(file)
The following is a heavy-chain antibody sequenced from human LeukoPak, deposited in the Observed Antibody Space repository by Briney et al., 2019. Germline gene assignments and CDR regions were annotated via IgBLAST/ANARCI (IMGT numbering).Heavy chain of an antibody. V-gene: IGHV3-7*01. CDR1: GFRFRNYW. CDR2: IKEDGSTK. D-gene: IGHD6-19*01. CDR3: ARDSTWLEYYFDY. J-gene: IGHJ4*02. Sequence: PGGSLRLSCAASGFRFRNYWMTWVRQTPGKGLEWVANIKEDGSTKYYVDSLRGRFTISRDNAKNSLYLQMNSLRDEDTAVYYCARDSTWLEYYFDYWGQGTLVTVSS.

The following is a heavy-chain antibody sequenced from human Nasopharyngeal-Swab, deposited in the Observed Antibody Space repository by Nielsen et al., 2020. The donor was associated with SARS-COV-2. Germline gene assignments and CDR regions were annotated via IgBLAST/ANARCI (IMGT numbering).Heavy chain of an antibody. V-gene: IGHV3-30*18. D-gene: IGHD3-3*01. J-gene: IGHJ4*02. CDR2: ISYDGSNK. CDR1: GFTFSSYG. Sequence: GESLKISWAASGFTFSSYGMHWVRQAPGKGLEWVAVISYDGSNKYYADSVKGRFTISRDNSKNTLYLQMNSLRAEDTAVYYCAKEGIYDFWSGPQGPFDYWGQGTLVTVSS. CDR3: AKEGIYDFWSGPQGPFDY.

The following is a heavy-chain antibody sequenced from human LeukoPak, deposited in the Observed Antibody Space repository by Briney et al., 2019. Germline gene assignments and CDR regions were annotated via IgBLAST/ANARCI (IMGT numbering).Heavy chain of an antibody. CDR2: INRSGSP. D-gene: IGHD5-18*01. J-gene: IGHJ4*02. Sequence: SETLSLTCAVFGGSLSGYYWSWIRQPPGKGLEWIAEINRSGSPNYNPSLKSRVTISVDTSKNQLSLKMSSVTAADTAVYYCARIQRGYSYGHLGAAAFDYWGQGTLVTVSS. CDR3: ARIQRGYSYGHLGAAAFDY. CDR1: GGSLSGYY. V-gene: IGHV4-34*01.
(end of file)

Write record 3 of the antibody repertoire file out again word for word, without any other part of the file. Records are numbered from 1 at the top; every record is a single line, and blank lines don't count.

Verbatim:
The following is a heavy-chain antibody sequenced from human LeukoPak, deposited in the Observed Antibody Space repository by Briney et al., 2019. Germline gene assignments and CDR regions were annotated via IgBLAST/ANARCI (IMGT numbering).Heavy chain of an antibody. CDR2: INRSGSP. D-gene: IGHD5-18*01. J-gene: IGHJ4*02. Sequence: SETLSLTCAVFGGSLSGYYWSWIRQPPGKGLEWIAEINRSGSPNYNPSLKSRVTISVDTSKNQLSLKMSSVTAADTAVYYCARIQRGYSYGHLGAAAFDYWGQGTLVTVSS. CDR3: ARIQRGYSYGHLGAAAFDY. CDR1: GGSLSGYY. V-gene: IGHV4-34*01.